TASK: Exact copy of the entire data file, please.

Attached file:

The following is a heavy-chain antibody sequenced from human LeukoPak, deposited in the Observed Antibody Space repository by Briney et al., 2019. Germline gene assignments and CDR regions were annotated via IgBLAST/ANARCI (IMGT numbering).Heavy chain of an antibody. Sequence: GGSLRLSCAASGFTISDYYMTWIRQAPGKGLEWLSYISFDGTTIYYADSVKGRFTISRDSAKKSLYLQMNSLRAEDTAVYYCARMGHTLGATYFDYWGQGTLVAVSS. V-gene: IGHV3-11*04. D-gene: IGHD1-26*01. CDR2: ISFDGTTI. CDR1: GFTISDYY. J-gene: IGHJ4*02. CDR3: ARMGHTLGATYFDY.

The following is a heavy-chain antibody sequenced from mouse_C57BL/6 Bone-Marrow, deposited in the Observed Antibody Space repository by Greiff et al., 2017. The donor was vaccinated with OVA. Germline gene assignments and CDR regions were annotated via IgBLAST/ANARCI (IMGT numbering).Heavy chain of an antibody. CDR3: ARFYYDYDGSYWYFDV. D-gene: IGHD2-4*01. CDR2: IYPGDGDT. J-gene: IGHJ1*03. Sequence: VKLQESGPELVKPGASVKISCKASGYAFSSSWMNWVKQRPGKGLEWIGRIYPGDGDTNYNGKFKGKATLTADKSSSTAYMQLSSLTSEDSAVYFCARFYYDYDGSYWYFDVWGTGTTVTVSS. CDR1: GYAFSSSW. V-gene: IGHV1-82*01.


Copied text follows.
The following is a heavy-chain antibody sequenced from human LeukoPak, deposited in the Observed Antibody Space repository by Briney et al., 2019. Germline gene assignments and CDR regions were annotated via IgBLAST/ANARCI (IMGT numbering).Heavy chain of an antibody. Sequence: GGSLRLSCAASGFTISDYYMTWIRQAPGKGLEWLSYISFDGTTIYYADSVKGRFTISRDSAKKSLYLQMNSLRAEDTAVYYCARMGHTLGATYFDYWGQGTLVAVSS. V-gene: IGHV3-11*04. D-gene: IGHD1-26*01. CDR2: ISFDGTTI. CDR1: GFTISDYY. J-gene: IGHJ4*02. CDR3: ARMGHTLGATYFDY.

The following is a heavy-chain antibody sequenced from mouse_C57BL/6 Bone-Marrow, deposited in the Observed Antibody Space repository by Greiff et al., 2017. The donor was vaccinated with OVA. Germline gene assignments and CDR regions were annotated via IgBLAST/ANARCI (IMGT numbering).Heavy chain of an antibody. CDR3: ARFYYDYDGSYWYFDV. D-gene: IGHD2-4*01. CDR2: IYPGDGDT. J-gene: IGHJ1*03. Sequence: VKLQESGPELVKPGASVKISCKASGYAFSSSWMNWVKQRPGKGLEWIGRIYPGDGDTNYNGKFKGKATLTADKSSSTAYMQLSSLTSEDSAVYFCARFYYDYDGSYWYFDVWGTGTTVTVSS. CDR1: GYAFSSSW. V-gene: IGHV1-82*01.